By Kasun Thilina Kariyawasam
“The great source of both the misery and disorders of human life, seems to arise from over-rating the difference between one permanent situation and another. Avarice over-rates the difference between poverty and riches: ambition, that between a private and a public station: vain-glory, that between obscurity and extensive reputation. The person under the influence of any of those extravagant passions, is not only miserable in his actual situation, but is often disposed to disturb the peace of society, in order to arrive at that which he so foolishly admires. ― Adam Smith, The Theory of Moral Sentiments
Credit plays a fundamental role in capitalism, more so than in any economic system that preceded it. In feudalism, means of production, such as land, are immovably fixed to a certain class. In capitalism, however, credit can entitle an individual to means of production. Therefore, under capitalism, systems of credit-provision are fundamental to lubricating the process of capital accumulation.
This process may seem more democratic since we tend to assume that credit is equally accessible to all. However, the etymology of the word credit – which comes from the Latin credere, meaning to believe or trust – reveals the asymmetrical requirement of being ‘creditworthy’, that underpins the system. Who or what is deemed credit-worthy is a political question.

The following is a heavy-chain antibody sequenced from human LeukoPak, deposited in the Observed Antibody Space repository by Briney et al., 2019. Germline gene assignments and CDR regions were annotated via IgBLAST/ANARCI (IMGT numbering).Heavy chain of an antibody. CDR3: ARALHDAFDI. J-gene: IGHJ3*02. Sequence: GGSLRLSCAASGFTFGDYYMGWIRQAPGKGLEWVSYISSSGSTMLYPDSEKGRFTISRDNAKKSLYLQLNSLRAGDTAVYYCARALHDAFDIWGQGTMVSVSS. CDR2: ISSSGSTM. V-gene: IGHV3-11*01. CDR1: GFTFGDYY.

Through historical evidence and contemporary banking practices, there are two broadly identifiable systems of banking, based on how each system provides credit: 1. the market-guided banking system and 2. the policy-guided banking system.
This categorisation is, for the most part, ideologically neutral and not too dependent on the existing state’s institutional base. For example, historical evidence shows that both monarchies and liberal representative democracies have used both methods of banking under different contexts.
In market-guided banking systems, credit is provided based on the viability of higher capital gains – in most cases short-term. In such systems, credit is often provided for socially harmful economic activities such as speculation, rent-seeking, and the creation of financial instruments. One high-profile example is the case of HSBC, which came under the spotlight for financing deforestation (ie. creation of new land markets) and was later fined.
In the last few decades, corporations in market-guided economies have become financialised. This means that corporations that primarily did manufacturing or services, have evolved into financial firms, following a path of short term value maximisation over long term business sustainability. These corporations have developed rent-seeking behaviours due to their easy access to credit for short-term gains. They borrow to reinforce economic rent through patents, advertising, public relations, and the buying back of shares rather than increasing productivity via research and development. Combined with lobbying power to suppress industrial disruption, these financialised corporations inhibit productive growth. Market-guided banking systems, therefore, have an innate tendency to create economic bubbles – the 2008 financial crisis is perhaps the classic example of market-guided banking systems’ self-destructive tendencies.